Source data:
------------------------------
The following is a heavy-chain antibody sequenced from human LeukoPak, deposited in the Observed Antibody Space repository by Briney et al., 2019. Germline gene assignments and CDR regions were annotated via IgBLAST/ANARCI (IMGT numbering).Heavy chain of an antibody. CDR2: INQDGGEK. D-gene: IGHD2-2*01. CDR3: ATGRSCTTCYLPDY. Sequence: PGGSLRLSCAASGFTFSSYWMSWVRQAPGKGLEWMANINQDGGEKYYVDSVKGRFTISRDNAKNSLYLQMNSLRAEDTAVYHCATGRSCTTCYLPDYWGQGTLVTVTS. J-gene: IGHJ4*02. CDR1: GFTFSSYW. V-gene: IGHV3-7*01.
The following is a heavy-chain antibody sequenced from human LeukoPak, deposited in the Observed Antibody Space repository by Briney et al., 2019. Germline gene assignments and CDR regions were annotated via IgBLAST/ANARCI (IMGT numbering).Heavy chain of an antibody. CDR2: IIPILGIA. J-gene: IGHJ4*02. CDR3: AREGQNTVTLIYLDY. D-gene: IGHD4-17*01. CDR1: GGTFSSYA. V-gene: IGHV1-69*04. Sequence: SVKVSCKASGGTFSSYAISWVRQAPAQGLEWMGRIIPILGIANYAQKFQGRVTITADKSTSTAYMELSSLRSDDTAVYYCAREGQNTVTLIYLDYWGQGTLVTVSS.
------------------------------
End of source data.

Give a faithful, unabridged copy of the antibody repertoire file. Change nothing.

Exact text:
The following is a heavy-chain antibody sequenced from human LeukoPak, deposited in the Observed Antibody Space repository by Briney et al., 2019. Germline gene assignments and CDR regions were annotated via IgBLAST/ANARCI (IMGT numbering).Heavy chain of an antibody. CDR2: INQDGGEK. D-gene: IGHD2-2*01. CDR3: ATGRSCTTCYLPDY. Sequence: PGGSLRLSCAASGFTFSSYWMSWVRQAPGKGLEWMANINQDGGEKYYVDSVKGRFTISRDNAKNSLYLQMNSLRAEDTAVYHCATGRSCTTCYLPDYWGQGTLVTVTS. J-gene: IGHJ4*02. CDR1: GFTFSSYW. V-gene: IGHV3-7*01.
The following is a heavy-chain antibody sequenced from human LeukoPak, deposited in the Observed Antibody Space repository by Briney et al., 2019. Germline gene assignments and CDR regions were annotated via IgBLAST/ANARCI (IMGT numbering).Heavy chain of an antibody. CDR2: IIPILGIA. J-gene: IGHJ4*02. CDR3: AREGQNTVTLIYLDY. D-gene: IGHD4-17*01. CDR1: GGTFSSYA. V-gene: IGHV1-69*04. Sequence: SVKVSCKASGGTFSSYAISWVRQAPAQGLEWMGRIIPILGIANYAQKFQGRVTITADKSTSTAYMELSSLRSDDTAVYYCAREGQNTVTLIYLDYWGQGTLVTVSS.